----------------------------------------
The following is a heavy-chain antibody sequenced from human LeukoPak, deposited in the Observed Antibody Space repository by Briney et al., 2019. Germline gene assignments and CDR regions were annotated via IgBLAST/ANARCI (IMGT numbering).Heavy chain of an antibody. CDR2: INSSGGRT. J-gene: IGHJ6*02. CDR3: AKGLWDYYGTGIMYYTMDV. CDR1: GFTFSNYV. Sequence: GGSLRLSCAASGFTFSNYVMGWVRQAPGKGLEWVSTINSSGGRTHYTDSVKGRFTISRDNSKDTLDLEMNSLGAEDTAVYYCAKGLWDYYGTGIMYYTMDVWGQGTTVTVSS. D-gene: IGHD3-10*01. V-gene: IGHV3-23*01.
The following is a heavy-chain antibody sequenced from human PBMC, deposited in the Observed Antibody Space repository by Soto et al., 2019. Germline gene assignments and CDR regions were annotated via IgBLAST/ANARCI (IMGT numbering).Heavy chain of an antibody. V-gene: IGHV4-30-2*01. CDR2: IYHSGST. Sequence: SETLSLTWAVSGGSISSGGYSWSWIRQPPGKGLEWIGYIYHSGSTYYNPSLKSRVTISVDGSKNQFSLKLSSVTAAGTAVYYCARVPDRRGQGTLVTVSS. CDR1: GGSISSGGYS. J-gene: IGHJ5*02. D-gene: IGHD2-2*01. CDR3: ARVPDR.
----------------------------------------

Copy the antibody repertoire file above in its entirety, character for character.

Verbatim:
The following is a heavy-chain antibody sequenced from human LeukoPak, deposited in the Observed Antibody Space repository by Briney et al., 2019. Germline gene assignments and CDR regions were annotated via IgBLAST/ANARCI (IMGT numbering).Heavy chain of an antibody. CDR2: INSSGGRT. J-gene: IGHJ6*02. CDR3: AKGLWDYYGTGIMYYTMDV. CDR1: GFTFSNYV. Sequence: GGSLRLSCAASGFTFSNYVMGWVRQAPGKGLEWVSTINSSGGRTHYTDSVKGRFTISRDNSKDTLDLEMNSLGAEDTAVYYCAKGLWDYYGTGIMYYTMDVWGQGTTVTVSS. D-gene: IGHD3-10*01. V-gene: IGHV3-23*01.
The following is a heavy-chain antibody sequenced from human PBMC, deposited in the Observed Antibody Space repository by Soto et al., 2019. Germline gene assignments and CDR regions were annotated via IgBLAST/ANARCI (IMGT numbering).Heavy chain of an antibody. V-gene: IGHV4-30-2*01. CDR2: IYHSGST. Sequence: SETLSLTWAVSGGSISSGGYSWSWIRQPPGKGLEWIGYIYHSGSTYYNPSLKSRVTISVDGSKNQFSLKLSSVTAAGTAVYYCARVPDRRGQGTLVTVSS. CDR1: GGSISSGGYS. J-gene: IGHJ5*02. D-gene: IGHD2-2*01. CDR3: ARVPDR.